Jump to content
Sign in to follow this  
Guest cac1134

confused by terminology

Recommended Posts

Guest cac1134

i have an on the money stock option granted in 2005 structured to be exercisable under a fixed schedule. is this option exempt from 409A or does it comply with 409A? i want to be precise, but am going in circles. thanks.

Share this post


Link to post
Share on other sites

Whether an option complies with or is exempt from 409A is a complicated analysis. You cannot rely on any analysis you get here. The best person to answer your question is the employer who granted the option to you.

Share this post


Link to post
Share on other sites
The best person to answer your question is the employer who granted the option to you.

...which, if it is smart, will advise you seek your own tax counsel's advice.

Share this post


Link to post
Share on other sites
Guest Harry O

No employer is going to tell the employee to consult their tax advisor on whether an option the employer granted is subject to 409A. An employer needs to know the answer to that question in order to properly report, withhold taxes, etc.

Share this post


Link to post
Share on other sites
No employer is going to tell the employee to consult their tax advisor on whether an option the employer granted is subject to 409A. An employer needs to know the answer to that question in order to properly report, withhold taxes, etc.

Note that there is no withholding obligation on the employer for [the excise tax portion of] amounts that must be reported [some day] in box 12 code Z due to 409A failures. The excise tax is really the employee's problem (for which he will ultimately blame the employer who did not know what the heck to do). But even if an employer fails to report an amount that is subject to 409A, only the employee is liable to the IRS for the penalty taxes. [For options that violate 409A and have already been exercised] the employer will report and withhold on the spread at exercise as Form W-2 box 1 wages just as it would have prior to 409A [and eventually additional reporting in box 12 code Z of the amount subject to tax due to 409A failure]. [if an outstanding option is in violation of 409A, the "amount vested" will be taxable and subject to reporting and withholding after '07, but only the employee will be liable for the additional excise taxes]

Of course an employee may have recourse against the employer [for the excise tax], but that is really (iin my mind) unclear as of yet

Share this post


Link to post
Share on other sites
Guest Harry O

SF -

If the option is subject to 409A the employer must withhold income taxes when the option vests regardless of whether (or even if) it is exercised. You are correct that until the transition relief expires there is no income tax withholding required prior to exercise, but that goes away 12/31/07. On January 1, 2008, employers will need to withhold income taxes from any mispriced option that has not been "fixed" even if unexercised. I understand that the 20% penalty tax is not "wages" but the vesting of noncompliant options is income treated as wages subject to withholding. That is why employers need to know whether an option is 409A compliant or not.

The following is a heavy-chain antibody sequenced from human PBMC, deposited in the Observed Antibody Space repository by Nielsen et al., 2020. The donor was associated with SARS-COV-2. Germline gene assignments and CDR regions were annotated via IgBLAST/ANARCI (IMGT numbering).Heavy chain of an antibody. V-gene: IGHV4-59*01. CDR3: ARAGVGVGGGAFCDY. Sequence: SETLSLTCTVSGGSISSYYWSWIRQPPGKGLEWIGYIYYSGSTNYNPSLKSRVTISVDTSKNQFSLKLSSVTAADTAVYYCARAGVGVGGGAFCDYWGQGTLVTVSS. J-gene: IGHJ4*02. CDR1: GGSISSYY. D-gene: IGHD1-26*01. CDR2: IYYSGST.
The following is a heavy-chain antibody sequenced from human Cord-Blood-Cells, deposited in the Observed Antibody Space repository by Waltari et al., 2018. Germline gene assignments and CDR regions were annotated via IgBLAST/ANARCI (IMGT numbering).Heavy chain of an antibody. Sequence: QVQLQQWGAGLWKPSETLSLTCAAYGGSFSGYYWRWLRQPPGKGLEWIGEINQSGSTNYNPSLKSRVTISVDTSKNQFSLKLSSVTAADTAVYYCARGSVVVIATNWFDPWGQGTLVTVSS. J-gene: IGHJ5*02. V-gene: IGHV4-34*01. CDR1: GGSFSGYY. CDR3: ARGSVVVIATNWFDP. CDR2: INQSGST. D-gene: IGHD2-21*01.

"CowboysFan" Harry O

Share this post


Link to post
Share on other sites

HarryO

You're exactly right, that's why I'm in favor of placing language in all 409A plans to provide for accelerated distributions in the event of a 409A failure--technically you could be scrwed because there is no $ to withhold from if you couldn't accelerate. [This the reason 409A will obliterate discounted options--because pre-selecting the date of exercise is completely against everything that an option is supposed to be--and if you have to accelerate the exercise of an option you have to violate what you promised the employee in the first place]

I was merely attempting to point out that there is no obligation on the employer to withhold the excise portion of the tax (20%+interest) upon a 409A failure. This amount is up to the employee to pay unless an employer chooses to gross up the employee or to go through the ridiculous "fixing" procedure of IRS Ann 2007-18. The announcement fixes nothing and merely allows the employer to pay the excise tax (which it could do anyway) despite the fact that some misdated options may not be in violation of 409A. BTW I realize by "fix" you are probably referring to repricing the option. But if an honestly mispriced outstanding option isn't subject to 409A (as I would posit) you shouldn't have to "fix" or reprice the option or worry about any 409A issue at vesting or later. Of course this analysis cannot work with intentionally backdated or legitimately discounted (in the money) options.

[Note the edits in brackets in my above post to clarify what HarryO pointed out]

"CowboysFan"--Oh no!!! We use cowboys fans as spare auto parts here in the 'burgh.

Share this post


Link to post
Share on other sites

Create an account or sign in to comment

You need to be a member in order to leave a comment

Create an account

Sign up for a new account in our community. It's easy!

Register a new account

Sign in

Already have an account? Sign in here.

Sign In Now
Sign in to follow this  

×
×
  • Create New...